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Home >  News & advice > February 2017 > What do kindergarten children really need from grown-ups?

What do kindergarten children really need from grown-ups?

What do kindergarten children really need from grown-ups?

Without question, children are increasingly spending more time in front of screens but it is play and quality relationships that Kindergarten-aged children really need from their parents ahead of starting school.

Australian children aged between four and five years are spending around 2.2 hours each weekday and 2.5 hours on weekends watching screens according to the Longitudinal Study released in 2016 by the Australian Institute of Family Studies.

Goodstart’s early childhood educator Lisa Palethorpe said while consensus was yet to be reached about the value of digital technology in the early years, research is clear about benefits of play and secure relationships on a child’s brain development and school readiness.   

“Four and five year old children have enormous capacity to be thoughtful and reflective and parents should ensure they are giving them enough time to play and to be in relationships with others,” Ms Palethorpe said.

She said the difficulty for some parents was giving children the time and space for rich, experience-based play.

“A child’s impulse for play is natural,” Ms Palethorpe said. “However, achieving rich, experience-based play is not as easy to accomplish as people think.”

When a child engages in rich, experienced-based play, they build and strengthen skills for life-long learning and life success – social skills, problem solving, self-confidence and flexibility.

“These are vital skills needed for school and life-long success. If you can develop a child’s love of learning in the early years, they are more likely to stay engaged during their schooling years.”

“Importantly we know that if a child starts school behind developmentally, they are likely to stay behind. So as parents and educators, we play a vital role in helping to ensure that children are provided with rich learning experiences in their early years that promotes their learning, development and wellbeing.”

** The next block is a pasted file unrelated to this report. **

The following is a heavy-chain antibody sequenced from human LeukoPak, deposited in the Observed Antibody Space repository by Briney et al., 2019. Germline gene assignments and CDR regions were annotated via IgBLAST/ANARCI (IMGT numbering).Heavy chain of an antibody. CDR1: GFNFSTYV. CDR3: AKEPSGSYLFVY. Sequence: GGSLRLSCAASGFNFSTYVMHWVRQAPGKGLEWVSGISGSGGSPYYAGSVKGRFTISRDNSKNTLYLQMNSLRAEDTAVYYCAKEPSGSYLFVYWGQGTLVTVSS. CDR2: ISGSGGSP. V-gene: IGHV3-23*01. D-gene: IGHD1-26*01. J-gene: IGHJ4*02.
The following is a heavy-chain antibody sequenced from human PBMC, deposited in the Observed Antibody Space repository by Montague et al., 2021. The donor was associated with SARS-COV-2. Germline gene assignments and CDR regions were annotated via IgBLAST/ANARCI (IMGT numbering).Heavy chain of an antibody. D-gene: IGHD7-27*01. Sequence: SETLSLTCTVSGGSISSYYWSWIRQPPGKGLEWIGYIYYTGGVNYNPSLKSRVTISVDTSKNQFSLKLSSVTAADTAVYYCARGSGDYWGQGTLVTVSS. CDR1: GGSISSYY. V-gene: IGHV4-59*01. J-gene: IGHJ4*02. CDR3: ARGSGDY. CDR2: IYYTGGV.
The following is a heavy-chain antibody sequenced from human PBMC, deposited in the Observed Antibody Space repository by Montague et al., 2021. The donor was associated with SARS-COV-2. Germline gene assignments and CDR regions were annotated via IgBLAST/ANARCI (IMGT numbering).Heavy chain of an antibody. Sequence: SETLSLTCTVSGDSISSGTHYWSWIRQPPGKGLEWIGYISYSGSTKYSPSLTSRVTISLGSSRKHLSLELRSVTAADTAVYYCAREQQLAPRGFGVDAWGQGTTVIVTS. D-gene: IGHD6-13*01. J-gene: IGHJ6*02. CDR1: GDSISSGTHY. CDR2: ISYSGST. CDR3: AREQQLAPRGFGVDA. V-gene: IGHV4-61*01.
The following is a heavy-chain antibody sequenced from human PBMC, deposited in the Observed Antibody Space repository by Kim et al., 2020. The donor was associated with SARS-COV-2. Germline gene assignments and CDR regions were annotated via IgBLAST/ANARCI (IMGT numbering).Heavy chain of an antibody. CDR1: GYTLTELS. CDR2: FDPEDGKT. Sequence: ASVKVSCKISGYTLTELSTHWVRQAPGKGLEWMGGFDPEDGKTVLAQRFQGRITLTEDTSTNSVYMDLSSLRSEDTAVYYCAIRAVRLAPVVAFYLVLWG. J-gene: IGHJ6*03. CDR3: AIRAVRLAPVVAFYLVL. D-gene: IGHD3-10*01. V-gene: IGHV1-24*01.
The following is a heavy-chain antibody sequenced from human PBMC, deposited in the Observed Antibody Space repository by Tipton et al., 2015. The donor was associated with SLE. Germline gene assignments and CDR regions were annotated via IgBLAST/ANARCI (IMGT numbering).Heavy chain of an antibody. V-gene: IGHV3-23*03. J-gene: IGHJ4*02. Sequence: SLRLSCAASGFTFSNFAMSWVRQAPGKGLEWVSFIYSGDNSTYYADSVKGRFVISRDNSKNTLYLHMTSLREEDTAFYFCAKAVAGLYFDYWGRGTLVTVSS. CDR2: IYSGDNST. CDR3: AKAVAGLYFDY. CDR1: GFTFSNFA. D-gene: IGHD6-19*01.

Play time with your child is a chance to see the world through their eyes

There was no activity with more value and impact than play, and no investment paid greater dividends for children than time spent with their parents in play, she said.

One of the most important benefits of play is that it provides a different quality of interaction between parents and their children.

“When you play with your child, you can see the world through their eyes and gain more understanding of their abilities and needs,” she said.

“This opens the door for parents to help a child build new skills that are important for school, later learning and life, such as social skills.”

She said research shows that children’s brains develop best in an environment of emotional security.

“Another advantage of playing together is that it provides a great bonding opportunity between a parent and child,” she said.

“This undivided attention and interaction tells a child that they are important and valued.”

Ms Palethorpe recommended turning off the background TV when engaging in play.

“When the TV is on, parents tend to be more distracted and less attuned to their children and their needs, reducing the quality of the interaction,” she said.

“When parents are attentive, children are more likely to engage in high quality play and more focused play.”
Read about the importance of play with other children here.

What does play-based learning look like?

When you looked at how children learn, they learn best when something was meaningful to them, she said.

“Essentially, parents engaging in play with their children need to make sure it is above all else, enjoyable for them.

“At times play could be challenging or cause frustration but essentially enjoyment should be a central feature and is created by ensuring the activity has meaning and stems from the interests of the child.”

She said parents engaging in play-based activities with their children involved physical, verbal or mental engagement of a child with materials, people, ideas and environment.

For further tips around play-based learning, read Ms Palethorpe’s article about providing children access to opened-ended items for play and how to stimulate a child’s development through conversation (sustained, shared thinking).

Read more about Goodstart’s approach to play-based learning here.

Ms Palethorpe is national manager of Early Learning Capability at Goodstart. The Early Learning Capability Team develops high quality, evidence-based professional learning materials to improve early childhood practice and knowledge of children’s development, learning and wellbeing across Goodstart’s network of 645 centres. 


Posted by Goodstart
02 February 2017

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